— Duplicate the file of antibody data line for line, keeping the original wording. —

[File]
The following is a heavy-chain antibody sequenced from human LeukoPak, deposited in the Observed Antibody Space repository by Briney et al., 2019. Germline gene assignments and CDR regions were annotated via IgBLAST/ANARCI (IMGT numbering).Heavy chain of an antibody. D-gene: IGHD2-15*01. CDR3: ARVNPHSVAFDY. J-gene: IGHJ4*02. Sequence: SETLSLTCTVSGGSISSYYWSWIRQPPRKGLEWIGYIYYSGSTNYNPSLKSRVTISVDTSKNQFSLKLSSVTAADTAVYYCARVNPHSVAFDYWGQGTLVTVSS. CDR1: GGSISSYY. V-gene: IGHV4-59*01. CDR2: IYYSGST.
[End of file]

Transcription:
The following is a heavy-chain antibody sequenced from human LeukoPak, deposited in the Observed Antibody Space repository by Briney et al., 2019. Germline gene assignments and CDR regions were annotated via IgBLAST/ANARCI (IMGT numbering).Heavy chain of an antibody. D-gene: IGHD2-15*01. CDR3: ARVNPHSVAFDY. J-gene: IGHJ4*02. Sequence: SETLSLTCTVSGGSISSYYWSWIRQPPRKGLEWIGYIYYSGSTNYNPSLKSRVTISVDTSKNQFSLKLSSVTAADTAVYYCARVNPHSVAFDYWGQGTLVTVSS. CDR1: GGSISSYY. V-gene: IGHV4-59*01. CDR2: IYYSGST.